“Part of coming to terms with our culture’s racial realities is becoming able to recognize the ways in which, through no fault of their own, some people have received a benefit, and how through no fault of their own, others received a burden… Just one example: At 15 years old, my daughter was made to feel as if she did not belong—in a condo where she has lived longer than those who looked at her as if she didn’t belong. I told her, ‘This is not about you. This is about them.’ That’s vital to understand. There is a tendency to internalize these experiences in a way that diminishes self. I wanted her to understand this is not about her being of lesser value. This is about something deficient in that person. I wanted her to see that not every white person will treat her the way that person did. In situations like that, we must not allow bitterness to fester in our hearts, but have the courage and strength to forgive.” –Bishop Claude Alexander, Senior Pastor of The Park Church (Charlotte, North Carolina)
What should the Church’s next steps be?
“We need the repentance that comes with spiritual revival. When God’s people gather in prevailing, humble, united, Kingdom-centered prayer that seeks the exaltation of Christ alone and shows forth in an outpouring of love towards others, unity, peace and the advancement of the gospel in the world are its fruit. Starting from a place of weakness and defeat is a good beginning. The theology of being and doing Church as a reconciling, beloved community is not too hard to see and understand. But it is impossible to apply. We need a gospel greater than our sin. Only when the gospel of Jesus Christ becomes bigger than our cultural comforts and idols, only when his call to being spiritually and visibly united in the world is greater than our cultural controls, pride, anger and offenses, only then, according to Jesus, will the world know he was sent. Our unity that Christ accomplished on the cross is a miracle the world longs to behold.” –Rev. Dr. Craig Garriott, Executive Director of Baltimore Antioch Leadership Movement, Dean of Church Planting & Urban Missions at Metro Baltimore Seminary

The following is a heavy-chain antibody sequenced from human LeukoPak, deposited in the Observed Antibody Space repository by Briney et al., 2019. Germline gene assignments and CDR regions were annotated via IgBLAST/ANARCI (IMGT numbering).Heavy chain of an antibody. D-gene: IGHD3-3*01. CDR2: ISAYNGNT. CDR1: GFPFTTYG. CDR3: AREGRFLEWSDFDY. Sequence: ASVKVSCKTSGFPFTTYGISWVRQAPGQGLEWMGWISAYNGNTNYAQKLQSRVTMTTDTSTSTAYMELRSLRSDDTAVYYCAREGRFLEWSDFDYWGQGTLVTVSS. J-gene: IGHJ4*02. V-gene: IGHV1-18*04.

“The Church plays a pertinent role in helping its congregants grapple with what most of the general population already agrees on regarding America’s history of slavery. The years of racial segregation that followed aided a nation in its mistreatment of populations of color. This legacy is still being felt across the country. What happens in the larger construct of our nation must also have ripples within the microcosm of the Church. Pastors and church leaders have a responsibility and the opportunity to restore the image of a loving God within their communities—a God who shows compassion for the vulnerable and is always near to the brokenhearted.” –Dr. Heather Thompson Day, Associate Professor of Communication at Colorado Christian University